July 9 Most British insurers consider the
European Union's upcoming Solvency II capital rules a "necessary
evil", but are concerned about the costs of the new
requirements, according to a survey by auditor and advisory firm
Grant Thornton UK LLP.
The new rules, due to take effect on Jan. 1, 2016, aim to
better protect consumers by forcing insurers to match their
capital buffers more closely with the risks on their books.
"The sector is begrudgingly ... recognising that (Solvency
II) will bring some benefits," said Simon Sheaf, head of
actuarial and risk at Grant Thornton UK.
However, nearly two-thirds of insurers said the benefits of
Solvency II would not justify the expense incurred, according to
Measures taken in preparation for Solvency II, such as
upgrading IT systems, have cost the world's biggest reinsurer,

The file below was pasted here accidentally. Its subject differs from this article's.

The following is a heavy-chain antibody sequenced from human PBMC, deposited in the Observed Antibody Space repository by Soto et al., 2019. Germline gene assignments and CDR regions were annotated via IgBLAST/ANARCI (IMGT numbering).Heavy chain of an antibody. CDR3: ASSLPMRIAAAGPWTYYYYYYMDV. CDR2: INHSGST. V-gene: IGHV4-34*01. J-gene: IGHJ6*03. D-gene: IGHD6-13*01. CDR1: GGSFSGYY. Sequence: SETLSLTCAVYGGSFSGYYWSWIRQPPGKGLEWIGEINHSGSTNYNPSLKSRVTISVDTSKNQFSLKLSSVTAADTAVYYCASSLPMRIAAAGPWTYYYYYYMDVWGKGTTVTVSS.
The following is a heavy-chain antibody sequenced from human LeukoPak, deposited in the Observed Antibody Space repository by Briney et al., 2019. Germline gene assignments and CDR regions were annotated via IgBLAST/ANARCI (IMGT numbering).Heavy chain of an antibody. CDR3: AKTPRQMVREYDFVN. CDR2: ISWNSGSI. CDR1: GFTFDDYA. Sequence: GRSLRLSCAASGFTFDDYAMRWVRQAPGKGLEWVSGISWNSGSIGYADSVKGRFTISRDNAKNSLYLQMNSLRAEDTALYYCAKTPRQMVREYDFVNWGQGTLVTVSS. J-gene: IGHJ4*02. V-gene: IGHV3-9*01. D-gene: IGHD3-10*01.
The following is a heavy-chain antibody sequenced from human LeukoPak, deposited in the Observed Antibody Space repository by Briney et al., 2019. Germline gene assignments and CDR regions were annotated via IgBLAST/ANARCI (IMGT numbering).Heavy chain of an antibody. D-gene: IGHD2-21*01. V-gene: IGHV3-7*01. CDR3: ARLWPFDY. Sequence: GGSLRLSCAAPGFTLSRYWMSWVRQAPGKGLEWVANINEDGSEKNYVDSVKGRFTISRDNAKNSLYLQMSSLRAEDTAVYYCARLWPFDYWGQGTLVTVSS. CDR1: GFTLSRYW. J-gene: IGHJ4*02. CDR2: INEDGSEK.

Munich Re, between 200 million euros and 300 million
euros ($273-$409 million) in the last decade, Frankfurter
Allgemeine Zeitung reported in February.
When asked by lawmakers this month if Britain's insurers
were in reasonable shape to meet Solvency II, the Bank of
England's director of life insurance, Andrew Bulley, said they
were "overall, as well as can be expected".
Almost all insurers said they would be able to meet the new
requirements in time, but the survey also showed that nearly
two-fifths of insurers believed less than 70 percent of their
peers would be able to do so.
($1 = 0.7331 euros)
(Reporting by Richa Naidu in Bangalore; Editing by Saumyadeb